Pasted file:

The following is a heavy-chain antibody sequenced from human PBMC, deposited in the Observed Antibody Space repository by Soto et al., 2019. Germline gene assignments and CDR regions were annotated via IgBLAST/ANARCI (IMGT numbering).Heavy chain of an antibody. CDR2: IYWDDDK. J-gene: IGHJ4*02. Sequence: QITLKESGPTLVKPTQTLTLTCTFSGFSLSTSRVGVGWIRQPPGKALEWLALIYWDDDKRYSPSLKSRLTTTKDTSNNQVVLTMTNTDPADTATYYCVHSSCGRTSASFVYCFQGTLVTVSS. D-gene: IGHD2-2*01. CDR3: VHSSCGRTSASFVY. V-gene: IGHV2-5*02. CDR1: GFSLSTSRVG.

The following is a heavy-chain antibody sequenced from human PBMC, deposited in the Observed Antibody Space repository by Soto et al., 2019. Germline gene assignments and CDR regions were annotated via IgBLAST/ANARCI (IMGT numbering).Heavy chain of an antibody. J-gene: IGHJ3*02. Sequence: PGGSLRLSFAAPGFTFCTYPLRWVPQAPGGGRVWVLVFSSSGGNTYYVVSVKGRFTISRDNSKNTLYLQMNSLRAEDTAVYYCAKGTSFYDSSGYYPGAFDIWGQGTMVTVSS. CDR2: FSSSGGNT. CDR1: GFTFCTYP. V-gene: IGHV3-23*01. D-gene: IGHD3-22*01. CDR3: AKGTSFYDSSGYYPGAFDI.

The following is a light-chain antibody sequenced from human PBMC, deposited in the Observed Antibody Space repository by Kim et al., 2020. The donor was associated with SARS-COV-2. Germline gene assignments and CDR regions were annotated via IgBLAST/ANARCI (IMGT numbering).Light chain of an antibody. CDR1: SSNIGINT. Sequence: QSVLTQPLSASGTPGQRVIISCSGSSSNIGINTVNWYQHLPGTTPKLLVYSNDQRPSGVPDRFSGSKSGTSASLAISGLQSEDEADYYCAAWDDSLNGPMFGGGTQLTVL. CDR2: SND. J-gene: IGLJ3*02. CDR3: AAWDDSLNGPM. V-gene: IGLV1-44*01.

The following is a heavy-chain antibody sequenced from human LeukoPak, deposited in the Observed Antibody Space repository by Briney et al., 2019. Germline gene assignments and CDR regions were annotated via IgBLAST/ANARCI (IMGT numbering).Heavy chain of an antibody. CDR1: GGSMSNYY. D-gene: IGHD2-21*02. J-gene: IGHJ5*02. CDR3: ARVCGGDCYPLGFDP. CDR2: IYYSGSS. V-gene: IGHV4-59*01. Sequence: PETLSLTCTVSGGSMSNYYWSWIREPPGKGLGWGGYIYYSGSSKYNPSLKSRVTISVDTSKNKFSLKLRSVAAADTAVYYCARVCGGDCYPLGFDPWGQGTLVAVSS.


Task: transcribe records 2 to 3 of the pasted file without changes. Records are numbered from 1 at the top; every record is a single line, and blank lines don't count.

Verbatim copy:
The following is a heavy-chain antibody sequenced from human PBMC, deposited in the Observed Antibody Space repository by Soto et al., 2019. Germline gene assignments and CDR regions were annotated via IgBLAST/ANARCI (IMGT numbering).Heavy chain of an antibody. J-gene: IGHJ3*02. Sequence: PGGSLRLSFAAPGFTFCTYPLRWVPQAPGGGRVWVLVFSSSGGNTYYVVSVKGRFTISRDNSKNTLYLQMNSLRAEDTAVYYCAKGTSFYDSSGYYPGAFDIWGQGTMVTVSS. CDR2: FSSSGGNT. CDR1: GFTFCTYP. V-gene: IGHV3-23*01. D-gene: IGHD3-22*01. CDR3: AKGTSFYDSSGYYPGAFDI.

The following is a light-chain antibody sequenced from human PBMC, deposited in the Observed Antibody Space repository by Kim et al., 2020. The donor was associated with SARS-COV-2. Germline gene assignments and CDR regions were annotated via IgBLAST/ANARCI (IMGT numbering).Light chain of an antibody. CDR1: SSNIGINT. Sequence: QSVLTQPLSASGTPGQRVIISCSGSSSNIGINTVNWYQHLPGTTPKLLVYSNDQRPSGVPDRFSGSKSGTSASLAISGLQSEDEADYYCAAWDDSLNGPMFGGGTQLTVL. CDR2: SND. J-gene: IGLJ3*02. CDR3: AAWDDSLNGPM. V-gene: IGLV1-44*01.